After Floods, Snakes plague Keralites as survivors return to reptile-infested homes

As the water started receding, the incidents of snakebite were reported from different parts of Kerala and in some areas, people were reluctant to return home.


Thiruvananthapuram, AUGUST 22: After saving the lives of flood-affected people, rescue workers have a new task at hand in Kerala — to deal with large number of snakes who have surfaced after inundation.

These reptiles have become a risk for those who are returning home. Several snakebite experts and conservationists are now dealing on the ground zero to ameliorate the situation and many others are aiding via phone, WhatsApp and other modes of communication.

“We are getting a large number of calls and we have to educate people about dos and don’ts at this moment,” says Priyanka Kadam, founder of Snakebite Healing and Education Society.

As the water started receding, the incidents of snakebite were reported from different parts of Kerala and in some areas, people were reluctant to return home.

Though the problem of snakes has just been highlighted in one state due to the unprecedented floods and its aftermaths, snakebite has always been a serious problem in villages as well as in urban areas.

India has highest snakebite mortality in the world and according to one report of experts, released in 2011, more than 50,000 people die in the country due to snakebites every year. This is half the number of deaths which occur due to Hepatitis-B in India. Many get disabled and depend on others for livelihood for the whole life.

Nevertheless, this problem has received little attention in media unlike other man-animal conflicts.

“Snake bites are not reported much in media, and these are not considered a man-animal conflict. Also, because often the snake bite happens in villages and the people who die are mainly poor people,” says Romulus Whitaker, the herpetologist and conservationist.

In India, more than 300 species of snakes are found. Among them more than four dozen are considered venomous and semi-venomous. However, there are only four species of snakes that are responsible for maximum number of deaths.

These four dangerous reptiles are Russel’s viper, Saw scale viper, Cobra and Krait. They are found across the country. Experts say that there is insufficient support structure and awareness to deal with snakebites in the country and often it is difficult to save the life of the victim.

Twenty-year-old Jitesh from a small village of Mahasamund in Chhattisgarh was bitten by a Krait and didn’t realize it until his condition deteriorated. Krait is one reptile whose bite often goes unrecognized.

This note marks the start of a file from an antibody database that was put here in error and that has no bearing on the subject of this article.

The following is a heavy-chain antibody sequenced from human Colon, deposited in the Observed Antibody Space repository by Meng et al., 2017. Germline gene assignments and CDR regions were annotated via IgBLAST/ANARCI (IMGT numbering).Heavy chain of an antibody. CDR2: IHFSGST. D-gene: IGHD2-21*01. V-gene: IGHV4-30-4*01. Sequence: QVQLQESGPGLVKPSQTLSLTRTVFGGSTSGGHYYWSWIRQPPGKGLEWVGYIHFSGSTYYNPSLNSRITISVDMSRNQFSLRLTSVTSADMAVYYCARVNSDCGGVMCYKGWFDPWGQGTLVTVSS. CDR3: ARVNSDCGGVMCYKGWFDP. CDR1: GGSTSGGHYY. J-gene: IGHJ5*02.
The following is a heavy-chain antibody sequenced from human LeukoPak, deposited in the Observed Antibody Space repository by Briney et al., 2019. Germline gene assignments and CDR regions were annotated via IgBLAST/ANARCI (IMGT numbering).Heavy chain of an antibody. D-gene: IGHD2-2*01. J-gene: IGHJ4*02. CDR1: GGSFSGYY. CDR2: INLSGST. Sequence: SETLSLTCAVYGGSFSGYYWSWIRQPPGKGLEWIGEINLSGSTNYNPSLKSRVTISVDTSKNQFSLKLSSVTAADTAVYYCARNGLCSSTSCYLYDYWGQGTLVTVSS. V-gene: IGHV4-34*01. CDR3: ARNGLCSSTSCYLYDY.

“Kraits are active during night and known for getting inside houses and biting people sleeping on the ground,” says Priyanka Kadam. So, if the person is bitten while asleep, it is possible he or she would not know it and that can be life threatening.

Almost all the snakebites are accidents and they can be avoided with some precaution. Snakes are mostly found in fields where a lot of rats come in search of food. A rat, being a snake’s favorite diet, makes the farmland most preferred habitat for snakes. This cycle also makes snakes necessary for farmers as they reduce the number of rats in fields. Though, farmers themselves are most common victims of snakebite.

In villages people store the grain at home. It again invites rats and snakes creep in after them.

But if somebody is bitten by a venomous snake the only way to save the life is to give him or her, the anti-venom. Superstitions still prevail and people often go to ojhas and tantriks rather than going to hospital. As a result, precious time is lost before the proper treatment is given to the patient. 

A good medical infrastructure and expert practitioner is needed to save the human life. Anti-venom should be available in primary health centers but unfortunately, they aren’t available easily everywhere. It causes deaths not only in villages -where most snake bites occur – but also in well-connected towns several times.

For instance, last year 10-year-old Manan suffered a snake bite while holidaying in Diu. He was referred to Una because the local hospital in Diu where he was admitted, did not have adequate quantity of anti-venom to treat him. His life could not be saved.

The strength of anti-venom is also an issue. In India the anti-venom which is available is a polyvalent. It means one anti-venom is available to cure the entire range of snakebites. This anti-venom is prepared by the venom collected in Irula Cooperative Society in Chennai. Since it is made from the poison of snakes from the same area, it is not equally effective for the snakebites across the country.

“While the anti-venom itself is a polyvalent which means it will act against any of the big four snakes but within snakes itself there is something we call a variation in the venom intensity. It means that if a spectacle cobra bites somebody in Tamil Nadu, the person will need very little anti-venom. But if a spectacle cobra of Rajasthan or Gujarat bites somebody, one will need a lot more of the anti-venom for treatment, says Shaleen Attre, co-founder of Indian Snakes.

Attre added, “So venom collection needs to be expedited by the government right now. Every state government needs to give priority to endemic and local snakes from there and collect the data about what kind of snakes are biting people there.”

Leave a Reply

Your email address will not be published. Required fields are marked *